Macdonald’s patent specifications were exactly those that would come to be embodied in the Marconi Velvet Tone Record. Macdonald specified a flexible paper or cardboard core laminated between two thin sheets of celluloid — one to receive the impression of the sound recording, and the other to receive either a second sound recording or “a roughened surface…covered by fine lines close together and crossing at right angles.” Columbia addressed Macdonald’s claim that needles need not be changed after each playing by marketing semi-permanent gold-plated needles for use with the records.

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Marconi discs carried a large warning sticker on the blank reverse sides. The “fine lines close together and crossing at right angles” specified in Macdonald’s patent can be seen on the outer edge.

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Columbia reportedly sent advance copies of the first Marconi catalog to dealers in February 1907, the same month in which the records were announced in The Talking Machine World. A few dealers began advertising the records in March, inviting customers to come and listen, but it appears to have been a trial balloon. Little advertising appeared during the summer of 1907, and Columbia itself did not make its “first announcement” of the new records in The Talking Machine World until September.

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(Top) One of the earliest dealer advertisements for Marconi records was published in Washington DC on March 20, 1907. The Chattanooga ad (center) appeared on April 18; “Fifteen Hundred” apparently refers to the quantity of discs for sale, not the number of individual selections. Columbia’s own “first announcement” (bottom) did not appear in The Talking Machine World until September 1907.

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Bearing Marconi’s name, portrait, and facsimile signature, the records were touted as “Wonderful as Wireless.” American Graphophone filed a trademark application on the Velvet Tone trademark (but not Marconi’s name, which likely would not have been approved under U.S. trademark guidelines) on May 1, 1907. The records were a deluxe product, pressed in smooth black celluloid and packaged in heavy paper sleeves with glassine windows. Elaborate, oversized patent notice labels, affixed to the blank reverse sides, warned that the records could be safely played only with special gold-plated semi-permanent needles. Marconi’s receding hairline, which is evident on the early labels, was retouched in later printings.

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Despite their premium price and exotic appearance, Marconi records were pressed from standard Columbia masters, including material recorded several years earlier. The discs were produced in 10″ and 12″ series. The standard 10″ series substituted special catalog numbers for Columbia’s own, starting at 01 and reaching into the low 0400s before being discontinued. Twelve-inch discs were assigned the same 30000-series catalog numbers as corresponding Columbia releases.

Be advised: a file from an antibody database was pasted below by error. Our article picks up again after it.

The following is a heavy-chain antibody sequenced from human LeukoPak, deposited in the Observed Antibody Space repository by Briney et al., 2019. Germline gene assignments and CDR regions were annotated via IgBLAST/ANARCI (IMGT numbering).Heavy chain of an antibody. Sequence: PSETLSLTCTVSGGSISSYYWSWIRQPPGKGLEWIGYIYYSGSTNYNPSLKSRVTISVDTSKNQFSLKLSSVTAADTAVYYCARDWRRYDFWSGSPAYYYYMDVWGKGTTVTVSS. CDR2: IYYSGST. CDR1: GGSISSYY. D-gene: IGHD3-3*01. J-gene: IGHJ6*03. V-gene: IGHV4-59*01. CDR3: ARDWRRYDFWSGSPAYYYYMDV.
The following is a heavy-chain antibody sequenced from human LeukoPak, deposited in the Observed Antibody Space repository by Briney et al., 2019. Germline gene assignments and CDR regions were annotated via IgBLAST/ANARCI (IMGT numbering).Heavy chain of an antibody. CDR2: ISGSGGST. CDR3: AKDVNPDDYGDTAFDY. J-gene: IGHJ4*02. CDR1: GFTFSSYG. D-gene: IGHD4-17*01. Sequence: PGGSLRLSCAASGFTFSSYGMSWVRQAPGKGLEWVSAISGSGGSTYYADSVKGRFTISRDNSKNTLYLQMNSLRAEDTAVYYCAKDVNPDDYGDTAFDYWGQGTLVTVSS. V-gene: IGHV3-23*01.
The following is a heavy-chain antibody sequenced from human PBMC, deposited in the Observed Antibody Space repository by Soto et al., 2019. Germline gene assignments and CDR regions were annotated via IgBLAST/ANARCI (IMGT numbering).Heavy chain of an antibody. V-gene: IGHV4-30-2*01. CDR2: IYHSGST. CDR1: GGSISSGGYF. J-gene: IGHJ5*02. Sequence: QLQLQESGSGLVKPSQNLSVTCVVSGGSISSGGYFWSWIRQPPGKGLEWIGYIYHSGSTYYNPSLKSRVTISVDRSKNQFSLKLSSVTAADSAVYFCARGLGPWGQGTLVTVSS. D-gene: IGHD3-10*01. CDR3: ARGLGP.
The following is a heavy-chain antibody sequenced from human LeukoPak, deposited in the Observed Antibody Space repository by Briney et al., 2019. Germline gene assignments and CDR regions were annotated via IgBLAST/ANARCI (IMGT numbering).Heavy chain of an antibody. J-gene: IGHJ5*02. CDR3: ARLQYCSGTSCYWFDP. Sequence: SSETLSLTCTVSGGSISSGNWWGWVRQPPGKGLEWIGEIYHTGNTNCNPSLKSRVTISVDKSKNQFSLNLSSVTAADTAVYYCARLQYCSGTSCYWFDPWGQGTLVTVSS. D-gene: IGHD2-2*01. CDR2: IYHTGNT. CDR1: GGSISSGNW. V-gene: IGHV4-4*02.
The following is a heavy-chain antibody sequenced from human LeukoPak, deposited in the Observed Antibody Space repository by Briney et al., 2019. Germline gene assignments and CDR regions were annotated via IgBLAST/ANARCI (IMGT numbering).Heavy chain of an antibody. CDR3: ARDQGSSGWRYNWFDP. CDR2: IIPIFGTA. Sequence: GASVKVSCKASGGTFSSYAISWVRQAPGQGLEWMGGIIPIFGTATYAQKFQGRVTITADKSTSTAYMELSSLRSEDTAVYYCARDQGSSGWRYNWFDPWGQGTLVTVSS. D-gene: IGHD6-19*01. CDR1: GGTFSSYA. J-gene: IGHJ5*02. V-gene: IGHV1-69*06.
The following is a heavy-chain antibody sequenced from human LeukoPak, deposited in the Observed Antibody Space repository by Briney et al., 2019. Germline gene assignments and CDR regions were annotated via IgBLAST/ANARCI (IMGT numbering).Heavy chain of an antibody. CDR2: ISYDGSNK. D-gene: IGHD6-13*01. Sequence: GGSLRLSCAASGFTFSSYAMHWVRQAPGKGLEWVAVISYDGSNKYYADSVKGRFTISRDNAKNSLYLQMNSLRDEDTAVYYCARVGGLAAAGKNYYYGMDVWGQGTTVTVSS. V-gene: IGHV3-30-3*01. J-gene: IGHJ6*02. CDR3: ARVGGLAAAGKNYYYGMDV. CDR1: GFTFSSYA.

Double-sided Marconi pressings are known, as are Marconi-type pressings with standard Columbia labels, but these probably were prototypes or samples. Thus far, no evidence has been found that they were intended for retail sale.

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Relatively few Marconi sleeves have survived.

 

Columbia apparently envisioned an international market for the Marconi discs, and various export versions are known. The best-known are the specially numbered Fonogramas Marconi, manufactured at Bridgeport for Mexican or South American distribution. A Chinese Marconi-type record (labeled Columbia Concert Record) and a Marconi sleeve with text in Japanese have also been reported. Several extremely rare Marconi-type  pressings from Italian Fonotipia masters, bearing special Fonotipia–Marconi Velvet Tone labels, are also known to exist.

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A rare Fonogramas Marconi disc made for the Mexican market.  (Kurt Nauck collection)

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Sales of the Marconi records lagged, however. Retailing for more than the ordinary Columbia releases they duplicated, requiring the use of expensive special (albeit reusable) needles, easily damaged, and having a tendency to slip on the turntable, Marconi discs do not seem to have engaged the general public. Production was discontinued in 1908, leaving Columbia with a large unsold inventory. By 1910 the discs were being remaindered by Simpson, Crawford & Co. (New York) for 17¢ each, or six for $1. The special gold-plated needles were given away with a minimum purchase.

Today, Marconi records are highly prized by collectors. They range from fairly scarce (for some of better-selling popular issues) to extremely rare (particularly for the export and Fonotipia-Marconi issues). The original paper envelopes can also be hard to find. Well-cared-for Marconi discs have remarkably quiet surfaces revealing recorded details that can be lost in Columbia’s usual grainy shellac pressings. Unfortunately, many surviving copies suffer from lamination cracks or needle damage, which can reduce their monetary value to “wall-hanger” level.

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© 2020 by Allan R. Sutton. All rights are reserved.